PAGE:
Perhaps last Thanksgiving, through the cashier God was nudging me to examine my ways, my paths.

That cashier’s story changed my perspective.

Maybe that tiny conversation with the cashier can change the Thanksgiving thinking of others too.

In your parade, don’t forget to laugh!

Friday, November 1 was a busy day.

At nine that morning, I met Joe Andrews at Trinity UMC for a meeting with a gutter contractor. 

Next, I was scheduled to be at J. R. Tucker High School for a groundbreaking ceremony.

Then back to Trinity for some final preps for a one o’clock funeral. We lost a long time member, and a really sweet lady, Rachel Habel. This prep involved a skirmish with the technology gods to get a slide show to cooperate.

By 12:25, I was scrambling out of Trinity heading to the other side of the county for another groundbreaking ceremony at Highland Springs High School.

Once this ceremony was over, I hustled back to Trinity. When the funeral reception was finished in the Welcome Center, we had to make sure the Sanctuary and Welcome Center were ready for a 4:30 wedding rehearsal.

With the help of the ushers from the funeral, and Trinity office manager, Paula Cadden, both areas were put back in shape.

My school board hat was put on again for my next Friday afternoon assignment, the Douglas Freeman High School Homecoming Parade.

If you know me at all, being in the limelight is not my comfort zone. Riding in a convertible, waving and smiling at strangers, while occasionally tossing candy toward children along the route is not my strong suit. But, there I was.

Our neighbor’s, Dan and Nancy Heller, had kindly agreed to let their maroon Mustang convertible be my ride for the event. Around 4:50, Dan drove me over to the staging area in the parking lot of the newly renovated Tuckahoe Middle School. We picked up the sign for the car, secured it to the passenger side, and positioned the car into our #4 slot.

Now, the last time I was in a homecoming parade was on October 9, 1970 in my hometown, Burlington, North Carolina.

My best friend, John Huffman, was escorting our classmate, Maggie Runyon, for some organization at Walter Williams High School. Maggie secured a  Cadillac convertible for me to drive down Main Street. The Caddie was like a battleship. I’m thankful no parallel parking was required.

Now, here comes the confession. I was a senior in high school. But, I had not completed all of the requirements for having an official North Carolina driver’s license.

I drove that Caddie down Main Street past countless police officers. Luckily for me, there were no opportunities for a fender bender. But, there was one challenge near the end of the parade route.

My mother who happened to work in one of the office buildings along Main Street had stepped outside for a few minutes with co-workers to watch the parade. When my mother saw me behind the wheel, I thought her eyes were going to pop out of her head.  

Thankfully, when I arrived home, my mother and father did not kill me. Clearly, they would have been within their rights to do so. 

This can be verified in the trusted manual,  the Parental Guide For Attempting To Raise Teenagers, Chapter 42, page 3,499, section 220, citation 27 states: “Parents do have permission to harm a teenage son who drives a convertible Cadillac in a homecoming parade without the proper driving credentials from the state of residence.”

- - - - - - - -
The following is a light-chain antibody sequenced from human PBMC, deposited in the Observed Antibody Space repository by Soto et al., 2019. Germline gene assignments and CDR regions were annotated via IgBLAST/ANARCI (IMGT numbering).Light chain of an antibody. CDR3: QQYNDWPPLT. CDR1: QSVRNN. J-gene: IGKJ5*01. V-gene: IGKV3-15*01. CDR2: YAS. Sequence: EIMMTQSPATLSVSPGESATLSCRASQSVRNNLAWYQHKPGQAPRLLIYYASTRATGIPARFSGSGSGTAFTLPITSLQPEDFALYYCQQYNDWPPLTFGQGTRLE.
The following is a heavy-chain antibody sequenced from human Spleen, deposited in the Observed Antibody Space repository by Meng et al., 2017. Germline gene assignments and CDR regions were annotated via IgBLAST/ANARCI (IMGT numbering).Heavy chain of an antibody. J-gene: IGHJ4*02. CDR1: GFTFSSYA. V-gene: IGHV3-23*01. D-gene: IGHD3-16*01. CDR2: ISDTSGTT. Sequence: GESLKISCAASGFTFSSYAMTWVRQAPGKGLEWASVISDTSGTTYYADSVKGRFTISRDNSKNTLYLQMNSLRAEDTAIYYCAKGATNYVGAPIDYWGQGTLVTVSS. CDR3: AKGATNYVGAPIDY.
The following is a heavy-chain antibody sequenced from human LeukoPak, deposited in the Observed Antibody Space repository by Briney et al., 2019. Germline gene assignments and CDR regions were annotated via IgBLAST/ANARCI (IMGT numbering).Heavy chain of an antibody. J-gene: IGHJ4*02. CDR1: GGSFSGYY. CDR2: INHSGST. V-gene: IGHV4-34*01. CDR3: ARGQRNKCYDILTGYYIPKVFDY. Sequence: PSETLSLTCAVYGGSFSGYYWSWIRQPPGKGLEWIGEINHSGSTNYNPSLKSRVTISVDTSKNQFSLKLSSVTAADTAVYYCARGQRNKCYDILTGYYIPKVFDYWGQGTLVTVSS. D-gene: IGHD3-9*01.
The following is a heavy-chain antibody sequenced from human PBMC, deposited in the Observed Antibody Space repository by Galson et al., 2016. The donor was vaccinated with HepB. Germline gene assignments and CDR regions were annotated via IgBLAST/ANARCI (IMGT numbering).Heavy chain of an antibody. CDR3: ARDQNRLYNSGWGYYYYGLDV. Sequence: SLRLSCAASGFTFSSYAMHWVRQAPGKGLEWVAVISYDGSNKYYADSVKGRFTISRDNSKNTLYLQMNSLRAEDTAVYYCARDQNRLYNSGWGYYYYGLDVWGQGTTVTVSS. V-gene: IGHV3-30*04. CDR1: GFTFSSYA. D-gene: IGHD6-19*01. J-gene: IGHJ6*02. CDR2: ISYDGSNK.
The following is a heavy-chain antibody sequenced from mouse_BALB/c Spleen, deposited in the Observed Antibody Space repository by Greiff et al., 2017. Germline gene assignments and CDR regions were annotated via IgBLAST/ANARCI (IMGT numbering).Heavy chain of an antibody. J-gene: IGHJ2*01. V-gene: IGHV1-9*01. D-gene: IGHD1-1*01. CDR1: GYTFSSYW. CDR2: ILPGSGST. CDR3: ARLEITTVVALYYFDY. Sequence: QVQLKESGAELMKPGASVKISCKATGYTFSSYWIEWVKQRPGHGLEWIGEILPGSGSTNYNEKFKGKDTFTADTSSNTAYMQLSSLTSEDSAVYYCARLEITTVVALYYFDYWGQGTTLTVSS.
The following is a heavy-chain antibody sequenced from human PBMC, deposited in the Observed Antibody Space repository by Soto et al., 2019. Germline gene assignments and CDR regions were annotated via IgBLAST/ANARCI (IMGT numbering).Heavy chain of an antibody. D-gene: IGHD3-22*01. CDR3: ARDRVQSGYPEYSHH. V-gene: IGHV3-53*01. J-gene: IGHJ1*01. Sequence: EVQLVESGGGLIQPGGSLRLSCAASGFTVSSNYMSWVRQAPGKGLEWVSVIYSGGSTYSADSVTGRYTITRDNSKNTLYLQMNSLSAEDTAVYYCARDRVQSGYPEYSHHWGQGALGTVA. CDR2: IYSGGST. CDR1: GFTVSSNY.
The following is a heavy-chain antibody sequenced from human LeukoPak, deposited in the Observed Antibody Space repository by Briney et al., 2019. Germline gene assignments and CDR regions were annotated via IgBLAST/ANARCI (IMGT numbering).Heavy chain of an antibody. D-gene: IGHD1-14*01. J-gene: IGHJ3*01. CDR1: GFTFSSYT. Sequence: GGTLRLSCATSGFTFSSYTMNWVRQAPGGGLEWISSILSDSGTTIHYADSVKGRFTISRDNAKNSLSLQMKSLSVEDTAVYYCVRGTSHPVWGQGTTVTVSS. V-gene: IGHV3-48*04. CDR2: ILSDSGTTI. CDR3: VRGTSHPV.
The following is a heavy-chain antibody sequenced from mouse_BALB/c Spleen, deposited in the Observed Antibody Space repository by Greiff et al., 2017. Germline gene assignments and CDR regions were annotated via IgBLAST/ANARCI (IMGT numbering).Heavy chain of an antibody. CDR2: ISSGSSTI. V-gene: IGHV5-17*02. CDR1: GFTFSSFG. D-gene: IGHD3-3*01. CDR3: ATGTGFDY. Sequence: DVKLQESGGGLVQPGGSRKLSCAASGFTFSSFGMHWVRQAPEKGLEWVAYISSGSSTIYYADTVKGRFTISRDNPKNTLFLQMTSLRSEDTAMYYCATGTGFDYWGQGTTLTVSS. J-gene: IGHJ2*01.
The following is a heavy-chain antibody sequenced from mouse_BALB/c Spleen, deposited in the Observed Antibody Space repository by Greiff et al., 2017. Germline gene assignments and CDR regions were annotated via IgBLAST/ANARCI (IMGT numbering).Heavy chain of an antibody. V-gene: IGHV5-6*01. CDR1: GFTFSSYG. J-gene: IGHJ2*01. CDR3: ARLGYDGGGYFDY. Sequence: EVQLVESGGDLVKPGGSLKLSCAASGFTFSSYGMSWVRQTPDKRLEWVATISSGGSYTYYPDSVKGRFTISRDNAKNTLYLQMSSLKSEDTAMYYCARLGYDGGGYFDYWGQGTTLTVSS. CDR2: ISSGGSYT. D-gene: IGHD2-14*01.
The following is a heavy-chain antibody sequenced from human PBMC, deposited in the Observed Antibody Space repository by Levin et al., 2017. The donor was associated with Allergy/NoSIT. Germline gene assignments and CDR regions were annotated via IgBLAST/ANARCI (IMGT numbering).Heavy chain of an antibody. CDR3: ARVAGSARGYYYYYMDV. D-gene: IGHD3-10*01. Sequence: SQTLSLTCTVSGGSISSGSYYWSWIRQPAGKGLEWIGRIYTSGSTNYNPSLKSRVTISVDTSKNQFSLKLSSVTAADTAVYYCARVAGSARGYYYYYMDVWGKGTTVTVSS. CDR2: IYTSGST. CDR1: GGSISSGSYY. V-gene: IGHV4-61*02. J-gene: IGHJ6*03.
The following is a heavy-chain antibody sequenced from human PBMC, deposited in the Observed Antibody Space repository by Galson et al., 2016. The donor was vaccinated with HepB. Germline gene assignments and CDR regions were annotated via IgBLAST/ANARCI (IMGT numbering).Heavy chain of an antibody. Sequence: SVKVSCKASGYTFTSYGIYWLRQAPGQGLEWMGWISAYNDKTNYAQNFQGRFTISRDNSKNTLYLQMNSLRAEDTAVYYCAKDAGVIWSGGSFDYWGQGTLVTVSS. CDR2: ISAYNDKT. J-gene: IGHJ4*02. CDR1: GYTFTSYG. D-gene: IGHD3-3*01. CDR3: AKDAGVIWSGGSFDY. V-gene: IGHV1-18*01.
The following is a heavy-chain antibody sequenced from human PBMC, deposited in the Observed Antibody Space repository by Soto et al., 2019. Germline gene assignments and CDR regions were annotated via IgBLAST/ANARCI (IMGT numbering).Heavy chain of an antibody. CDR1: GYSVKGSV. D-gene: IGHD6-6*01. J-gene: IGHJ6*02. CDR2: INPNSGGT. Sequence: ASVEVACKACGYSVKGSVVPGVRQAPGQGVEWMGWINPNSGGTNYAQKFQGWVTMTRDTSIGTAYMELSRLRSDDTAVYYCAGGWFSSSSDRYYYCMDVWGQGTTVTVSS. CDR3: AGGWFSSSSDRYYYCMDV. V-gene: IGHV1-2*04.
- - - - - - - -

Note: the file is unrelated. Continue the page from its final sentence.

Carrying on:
Now, in truth during my ride along the parade route on Three Chopt Road on this beautiful November afternoon, I was nervous. 

I could envision a police car from Burlington pulling in behind the Mustang with its blue lights flashing. Headlines scanned through my brain—School Board Member Apprehended In Homecoming Parade—North Carolina Police Officers Serve A 49 Year Old Warrant.

Luckily that didn’t happen, but I reckon if Bernard P. Fife was still around, I would have reason to keep looking over my shoulder.

I suspect the only people who might have been upset with me in the homecoming parade were the parents of young children. 

I gently tossed  pieces of candy toward them. I’m sure this was a big hit with the parents since Halloween had been the night before. But, I could reason an alternate take with the candy tossing— it might render future business for local dentists.

Well, the parade route gradually came to an end. 

We were directed into the parking lot beside the high school. A nice lady clipped the sign off the passenger side door. Dan parked the Mustang in an adjoining lot. We walked over to Three Chopt Road and watched the remainder of the parade.

We found our wives. They had been joined by our son, Andrew his wife, Kathryn, and my little Miss Mess, their daughter, Josie.

The parade ended. I had been lucky. Even though there had been 49 years between my parade appearances, the fall weather was perfect. As we know, this parade we are in everyday—called life isn’t always perfect.

Scan the headlines from your preferred news feed for a few seconds, and you will find an abundance of our imperfections. Most of those headlines worry me and hurt my old heart.

In the fall of 1979, I was an English teacher at Hermitage High School. I had lots of prep to do everyday to be ready for my parade of sophomore and junior students. The American literature book for the junior students contained some of the work of writer James Thurber.

Mr. Thurber was a gifted writer—he made me laugh.

I always loved this quote from Mr. Thurber:  “Humor is emotional chaos remembered in tranquility.”

In the emotional chaos of your parade of life, I encourage you to find those moments of tranquility, find that humor, and laugh.

Laugh at your parade for a few seconds. Go ahead, your heart will appreciate it.

After all, Ecclesiastes 3:4 granted authorization: “a time to laugh.”

Perhaps, that is why God is still around—in all of his emotional chaos, I suspect sometimes— He laughs.